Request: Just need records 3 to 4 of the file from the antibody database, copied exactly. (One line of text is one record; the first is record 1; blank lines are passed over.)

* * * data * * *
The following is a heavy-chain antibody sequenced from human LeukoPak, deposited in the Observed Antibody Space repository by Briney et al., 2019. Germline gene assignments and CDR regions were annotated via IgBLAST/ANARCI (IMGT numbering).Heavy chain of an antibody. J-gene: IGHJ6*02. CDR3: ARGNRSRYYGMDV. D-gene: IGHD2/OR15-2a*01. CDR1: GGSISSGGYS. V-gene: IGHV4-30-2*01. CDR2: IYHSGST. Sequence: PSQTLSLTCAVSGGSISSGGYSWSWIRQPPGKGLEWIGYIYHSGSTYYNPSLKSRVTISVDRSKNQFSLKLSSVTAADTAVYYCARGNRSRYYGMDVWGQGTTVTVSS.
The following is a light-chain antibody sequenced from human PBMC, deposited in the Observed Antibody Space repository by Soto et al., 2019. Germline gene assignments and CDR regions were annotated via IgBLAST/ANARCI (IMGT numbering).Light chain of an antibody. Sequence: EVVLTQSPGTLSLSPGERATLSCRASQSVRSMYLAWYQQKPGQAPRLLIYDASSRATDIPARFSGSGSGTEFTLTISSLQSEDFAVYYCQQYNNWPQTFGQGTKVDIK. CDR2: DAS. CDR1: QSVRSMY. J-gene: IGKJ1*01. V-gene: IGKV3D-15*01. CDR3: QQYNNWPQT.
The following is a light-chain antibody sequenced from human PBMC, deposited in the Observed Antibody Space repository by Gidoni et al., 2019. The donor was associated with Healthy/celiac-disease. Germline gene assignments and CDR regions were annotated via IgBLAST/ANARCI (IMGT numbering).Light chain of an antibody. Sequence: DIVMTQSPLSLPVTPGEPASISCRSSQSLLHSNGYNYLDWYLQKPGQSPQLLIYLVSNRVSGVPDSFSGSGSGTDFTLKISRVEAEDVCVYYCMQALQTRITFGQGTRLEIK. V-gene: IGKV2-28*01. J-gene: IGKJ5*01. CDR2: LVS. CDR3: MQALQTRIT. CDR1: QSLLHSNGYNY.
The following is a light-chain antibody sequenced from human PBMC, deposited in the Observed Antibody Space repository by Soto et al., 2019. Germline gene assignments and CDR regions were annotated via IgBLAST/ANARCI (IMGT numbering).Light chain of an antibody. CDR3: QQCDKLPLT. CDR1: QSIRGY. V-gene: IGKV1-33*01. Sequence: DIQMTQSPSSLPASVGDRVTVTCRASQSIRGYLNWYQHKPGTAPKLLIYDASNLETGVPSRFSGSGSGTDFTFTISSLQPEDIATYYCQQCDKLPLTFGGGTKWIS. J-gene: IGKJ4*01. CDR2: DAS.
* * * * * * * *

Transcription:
The following is a light-chain antibody sequenced from human PBMC, deposited in the Observed Antibody Space repository by Gidoni et al., 2019. The donor was associated with Healthy/celiac-disease. Germline gene assignments and CDR regions were annotated via IgBLAST/ANARCI (IMGT numbering).Light chain of an antibody. Sequence: DIVMTQSPLSLPVTPGEPASISCRSSQSLLHSNGYNYLDWYLQKPGQSPQLLIYLVSNRVSGVPDSFSGSGSGTDFTLKISRVEAEDVCVYYCMQALQTRITFGQGTRLEIK. V-gene: IGKV2-28*01. J-gene: IGKJ5*01. CDR2: LVS. CDR3: MQALQTRIT. CDR1: QSLLHSNGYNY.
The following is a light-chain antibody sequenced from human PBMC, deposited in the Observed Antibody Space repository by Soto et al., 2019. Germline gene assignments and CDR regions were annotated via IgBLAST/ANARCI (IMGT numbering).Light chain of an antibody. CDR3: QQCDKLPLT. CDR1: QSIRGY. V-gene: IGKV1-33*01. Sequence: DIQMTQSPSSLPASVGDRVTVTCRASQSIRGYLNWYQHKPGTAPKLLIYDASNLETGVPSRFSGSGSGTDFTFTISSLQPEDIATYYCQQCDKLPLTFGGGTKWIS. J-gene: IGKJ4*01. CDR2: DAS.